There are Too Many Messaging Apps

Greg Meyer
Jul 17, 2015 · 4 min read

Context is Everything

Without context (*where* should I message you back), how do you decide where you should respond to that person? If you’re like most of us, you typically respond on the channel where the person messaged you. Not bad, but all of that context leaves your mind when you encounter that very same person on another messaging platform.

Text is a universal messaging protocol

Let’s imagine this process is easy. You may remember a similar world in the late 90s, where AIM chat, ICQ, and gChat were difficult to merge. At that point the world of SMS was a silo and 2-way video was still mostly the province of Dick Tracy comics even though Skype was on the scene. There was a product called Meebo that aggregated chat services and placed them in a single interface (many other people have used Trillian or Adium with similar purpose).

It’s okay, I like “best in class” messaging

I get it — you’d rather upgrade the devices you have to support the Next Big Thing (whatever that will be) and don’t want to lock yourself into yesterday’s world.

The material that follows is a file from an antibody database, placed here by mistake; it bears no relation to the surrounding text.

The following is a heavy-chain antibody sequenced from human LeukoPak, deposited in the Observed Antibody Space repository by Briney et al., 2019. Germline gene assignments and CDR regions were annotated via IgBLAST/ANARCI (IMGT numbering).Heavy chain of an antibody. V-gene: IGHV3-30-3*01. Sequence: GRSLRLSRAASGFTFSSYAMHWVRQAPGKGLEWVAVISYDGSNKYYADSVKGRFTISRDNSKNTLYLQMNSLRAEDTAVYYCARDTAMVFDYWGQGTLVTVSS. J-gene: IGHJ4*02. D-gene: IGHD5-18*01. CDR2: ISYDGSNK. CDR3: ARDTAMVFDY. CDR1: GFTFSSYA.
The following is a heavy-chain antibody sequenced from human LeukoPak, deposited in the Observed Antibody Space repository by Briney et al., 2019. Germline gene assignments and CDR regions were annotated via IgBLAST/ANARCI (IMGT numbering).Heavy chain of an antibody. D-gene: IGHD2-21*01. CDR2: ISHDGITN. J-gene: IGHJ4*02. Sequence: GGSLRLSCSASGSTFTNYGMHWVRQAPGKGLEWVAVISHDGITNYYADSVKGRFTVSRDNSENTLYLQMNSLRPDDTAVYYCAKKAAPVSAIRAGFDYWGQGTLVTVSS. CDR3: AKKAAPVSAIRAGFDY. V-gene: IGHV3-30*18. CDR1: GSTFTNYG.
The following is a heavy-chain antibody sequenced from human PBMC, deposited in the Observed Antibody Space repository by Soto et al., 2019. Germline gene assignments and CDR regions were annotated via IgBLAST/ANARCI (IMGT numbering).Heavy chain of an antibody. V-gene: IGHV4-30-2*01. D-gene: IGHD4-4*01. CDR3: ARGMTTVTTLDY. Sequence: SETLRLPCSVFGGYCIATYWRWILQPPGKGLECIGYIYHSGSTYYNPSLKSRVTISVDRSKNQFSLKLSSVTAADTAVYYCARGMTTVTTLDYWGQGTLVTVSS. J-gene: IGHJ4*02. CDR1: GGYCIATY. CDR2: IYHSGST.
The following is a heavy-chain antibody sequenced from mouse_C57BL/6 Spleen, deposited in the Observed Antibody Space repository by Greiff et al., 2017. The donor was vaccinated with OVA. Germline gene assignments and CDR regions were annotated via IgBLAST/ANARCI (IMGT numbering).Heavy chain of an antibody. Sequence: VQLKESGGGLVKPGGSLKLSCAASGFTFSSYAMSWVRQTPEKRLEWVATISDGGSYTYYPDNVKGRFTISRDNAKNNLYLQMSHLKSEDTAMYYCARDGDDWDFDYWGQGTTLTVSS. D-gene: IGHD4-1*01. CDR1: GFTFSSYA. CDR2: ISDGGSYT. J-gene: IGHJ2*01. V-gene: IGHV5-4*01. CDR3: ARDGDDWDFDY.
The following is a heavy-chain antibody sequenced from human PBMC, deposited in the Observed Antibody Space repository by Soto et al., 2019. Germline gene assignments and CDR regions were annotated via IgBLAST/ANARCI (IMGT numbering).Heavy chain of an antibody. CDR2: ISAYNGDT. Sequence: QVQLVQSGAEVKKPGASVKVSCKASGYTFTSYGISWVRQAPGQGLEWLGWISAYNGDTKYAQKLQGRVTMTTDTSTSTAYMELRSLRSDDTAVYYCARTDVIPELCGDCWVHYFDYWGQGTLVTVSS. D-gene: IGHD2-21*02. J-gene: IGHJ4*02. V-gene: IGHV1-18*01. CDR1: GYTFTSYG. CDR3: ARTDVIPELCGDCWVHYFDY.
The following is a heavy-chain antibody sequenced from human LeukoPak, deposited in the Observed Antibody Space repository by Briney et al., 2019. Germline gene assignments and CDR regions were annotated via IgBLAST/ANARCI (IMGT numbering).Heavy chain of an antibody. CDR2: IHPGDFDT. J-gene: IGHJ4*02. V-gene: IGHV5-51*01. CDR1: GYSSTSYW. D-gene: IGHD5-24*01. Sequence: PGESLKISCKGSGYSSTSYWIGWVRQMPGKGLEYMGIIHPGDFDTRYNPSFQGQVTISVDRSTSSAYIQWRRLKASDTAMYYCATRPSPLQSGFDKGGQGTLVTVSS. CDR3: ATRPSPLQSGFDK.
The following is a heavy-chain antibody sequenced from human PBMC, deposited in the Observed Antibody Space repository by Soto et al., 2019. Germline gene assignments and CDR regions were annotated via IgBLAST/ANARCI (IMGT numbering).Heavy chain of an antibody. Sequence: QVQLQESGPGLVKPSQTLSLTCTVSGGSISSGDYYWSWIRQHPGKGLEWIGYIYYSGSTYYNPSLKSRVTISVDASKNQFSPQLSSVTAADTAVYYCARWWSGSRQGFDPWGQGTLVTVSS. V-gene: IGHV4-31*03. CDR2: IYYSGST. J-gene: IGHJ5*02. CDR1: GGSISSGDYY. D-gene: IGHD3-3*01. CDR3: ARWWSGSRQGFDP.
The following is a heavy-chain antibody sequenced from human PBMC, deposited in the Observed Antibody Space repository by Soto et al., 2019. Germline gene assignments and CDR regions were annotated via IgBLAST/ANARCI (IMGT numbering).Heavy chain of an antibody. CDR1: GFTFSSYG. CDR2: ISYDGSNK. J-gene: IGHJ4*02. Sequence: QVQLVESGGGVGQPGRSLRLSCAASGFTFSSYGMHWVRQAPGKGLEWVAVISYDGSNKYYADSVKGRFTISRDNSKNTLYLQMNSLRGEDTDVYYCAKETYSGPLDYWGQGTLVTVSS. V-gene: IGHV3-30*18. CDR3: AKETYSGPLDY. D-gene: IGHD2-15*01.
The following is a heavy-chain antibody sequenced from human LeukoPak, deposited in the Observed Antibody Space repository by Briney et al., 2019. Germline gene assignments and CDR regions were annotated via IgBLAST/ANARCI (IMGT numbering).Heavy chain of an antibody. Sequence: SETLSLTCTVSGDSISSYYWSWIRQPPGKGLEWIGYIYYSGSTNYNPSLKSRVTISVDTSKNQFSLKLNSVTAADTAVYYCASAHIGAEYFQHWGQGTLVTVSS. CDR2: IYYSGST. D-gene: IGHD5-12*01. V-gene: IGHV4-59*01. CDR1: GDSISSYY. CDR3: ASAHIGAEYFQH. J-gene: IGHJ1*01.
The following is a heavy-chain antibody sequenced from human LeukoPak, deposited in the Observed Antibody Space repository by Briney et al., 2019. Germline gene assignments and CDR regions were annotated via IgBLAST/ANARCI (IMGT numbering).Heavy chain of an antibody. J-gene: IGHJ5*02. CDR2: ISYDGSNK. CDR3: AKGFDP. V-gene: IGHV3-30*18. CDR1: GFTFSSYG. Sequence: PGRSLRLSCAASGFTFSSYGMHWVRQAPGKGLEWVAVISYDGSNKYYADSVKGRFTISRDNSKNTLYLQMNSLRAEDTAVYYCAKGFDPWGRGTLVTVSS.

Universal clients will connect the world

The first company to create a universal client will create a true world network. That network will be more powerful than the existing voice or email networks because of the exponential number of nodes involved. Data from things, sensors, and meta-conditions (networks of sensors) will create new messaging methods we can’t even imagine yet.

Information Maven

Devoted to finding, capturing, and categorizing information (and trying to make sense of it.)

Greg Meyer

Written by

Product, Marketing, Data, and Ideas. Startup. Photographer. Artist. Sports fan. Customer Experience. Connector. Notes = mine.

Information Maven

Devoted to finding, capturing, and categorizing information (and trying to make sense of it.)